TNF inhibitors less effective for patients who developed IBD later in life
In a new retrospective study conducted in Japan by Takahiro Amano and team, it was found that treatment with Tumor necrosis factor (TNF) inhibitors were less effective for patients who developed inflammatory bowel disease (IBD) later in life. Besides being less successful there were safety issues. Tumor necrosis factor (TNF) inhibitors were less effective for patients who developed inflammatory bowel disease (IBD) later in life, a retrospective study in Japan found.
The findings of this study were published in Nature Scientific reports.
The results of individuals with elderly-onset inflammatory bowel disease who were treated with anti-TNF remain unknown. The current study looked at the effectiveness and safety of anti-TNF medication in bio-naive EO-IBD patients.
Elderly patients were identified as those 60 years and older for this study, and they were further split into those with EO (Elderly-EO) and those with non-elderly onset (Elderly-NEO). In this multicenter observational trial, 432 bio-naive individuals were included, including 55 with Elderly-EO (12.7%), 25 with Elderly-NEO (5.8%), and 352 under the age of 60 (Non-elderly, 81.5% ).
The results of this study stated as follow:
Clinical and steroid-free remission rates were considerably lower in Elderly-EO than in Non-elderly (37.7% and 60.8% ; P = 0.001, and 35.9% and 57.8% ; P = 0.003, respectively) after 52 weeks of anti-TNF therapy, but equivalent in Elderly-NEO and Non-elderly.
After 52 weeks of anti-TNF therapy, multivariate analysis indicated that elderly onset was a significant predictor for both clinical remission (OR, 0.49, 95% CI 0.25–0.96) and steroid-free remission (OR, 0.51, 95% CI 0.26–0.99).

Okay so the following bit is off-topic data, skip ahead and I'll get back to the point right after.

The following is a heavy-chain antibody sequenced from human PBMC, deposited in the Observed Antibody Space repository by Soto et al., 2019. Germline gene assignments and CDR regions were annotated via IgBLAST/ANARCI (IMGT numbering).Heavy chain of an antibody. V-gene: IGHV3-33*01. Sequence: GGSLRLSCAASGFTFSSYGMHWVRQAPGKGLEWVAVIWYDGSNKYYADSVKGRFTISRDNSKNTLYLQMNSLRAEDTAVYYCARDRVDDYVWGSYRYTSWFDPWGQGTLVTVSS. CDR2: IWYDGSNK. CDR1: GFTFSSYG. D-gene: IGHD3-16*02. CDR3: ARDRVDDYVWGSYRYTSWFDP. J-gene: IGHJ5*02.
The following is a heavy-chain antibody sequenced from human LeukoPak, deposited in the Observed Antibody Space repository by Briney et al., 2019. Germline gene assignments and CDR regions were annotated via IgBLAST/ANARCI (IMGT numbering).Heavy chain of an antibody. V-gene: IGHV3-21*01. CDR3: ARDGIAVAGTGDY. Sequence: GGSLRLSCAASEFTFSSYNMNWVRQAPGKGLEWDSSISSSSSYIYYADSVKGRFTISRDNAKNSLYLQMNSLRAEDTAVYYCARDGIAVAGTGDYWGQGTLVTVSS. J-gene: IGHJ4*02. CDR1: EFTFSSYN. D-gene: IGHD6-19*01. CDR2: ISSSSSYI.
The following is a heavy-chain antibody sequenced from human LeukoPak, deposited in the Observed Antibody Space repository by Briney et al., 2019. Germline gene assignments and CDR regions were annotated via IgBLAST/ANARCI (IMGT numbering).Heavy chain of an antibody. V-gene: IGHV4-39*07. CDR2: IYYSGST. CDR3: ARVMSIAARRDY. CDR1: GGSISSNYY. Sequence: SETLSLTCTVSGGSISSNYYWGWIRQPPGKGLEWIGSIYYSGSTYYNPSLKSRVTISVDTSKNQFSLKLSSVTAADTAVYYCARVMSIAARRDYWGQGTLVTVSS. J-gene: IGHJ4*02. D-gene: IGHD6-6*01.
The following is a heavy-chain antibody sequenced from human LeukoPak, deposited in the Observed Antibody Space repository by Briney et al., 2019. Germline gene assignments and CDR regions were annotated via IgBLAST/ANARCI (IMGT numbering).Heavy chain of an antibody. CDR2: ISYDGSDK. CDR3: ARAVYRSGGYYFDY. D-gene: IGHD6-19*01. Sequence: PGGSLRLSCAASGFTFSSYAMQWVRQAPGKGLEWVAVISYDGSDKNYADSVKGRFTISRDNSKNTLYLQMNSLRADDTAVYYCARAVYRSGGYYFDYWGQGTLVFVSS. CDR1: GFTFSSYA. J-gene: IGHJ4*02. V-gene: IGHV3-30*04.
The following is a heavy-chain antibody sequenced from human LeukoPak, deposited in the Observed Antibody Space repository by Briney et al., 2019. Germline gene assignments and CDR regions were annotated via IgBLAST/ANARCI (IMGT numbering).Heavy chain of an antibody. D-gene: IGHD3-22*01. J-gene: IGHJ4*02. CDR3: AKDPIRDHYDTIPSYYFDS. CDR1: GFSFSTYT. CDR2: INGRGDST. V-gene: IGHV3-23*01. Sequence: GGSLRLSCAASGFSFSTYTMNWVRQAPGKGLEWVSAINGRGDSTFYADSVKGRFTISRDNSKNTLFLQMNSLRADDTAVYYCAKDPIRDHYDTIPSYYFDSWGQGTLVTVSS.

The rate of cumulative severe adverse events was considerably greater in the Elderly-EO group than in the Non-elderly group (P = 0.007), but equivalent in the Elderly-NEO and Non-elderly groups.
In conclusion, this study discovered that individuals with elderly-onset IBD who had Crohn's disease, IBD for less than a year, and no concomitant corticosteroid usage were more likely to benefit from TNF inhibitor treatment in the long run. The authors noted that the data had significant limitations, including potential selection bias for individuals on TNF blockers and a lack of reliable information on comorbidities. They also said that several analyses were hampered by the small sample size of individuals with elderly-onset illness.
Amano, T., Shinzaki, S., Asakura, A., Tashiro, T., Tani, M., Otake, Y., Yoshihara, T., Iwatani, S., Yamada, T., Sakakibara, Y., Osugi, N., Ishii, S., Egawa, S., Araki, M., Elderly onset age is associated with low efficacy of first anti-tumor necrosis factor treatment in patients with inflammatory bowel disease. In Scientific Reports (Vol. 12, Issue 1). Springer Science and Business Media LLC. https://doi.org/10.1038/s41598-022-09455-8
Keywords: inflammatory bowel disease, Crohn's, elderly, tumor necrosis factor, steroid, gastroenterology, inflammation, Nature, scientific reports,
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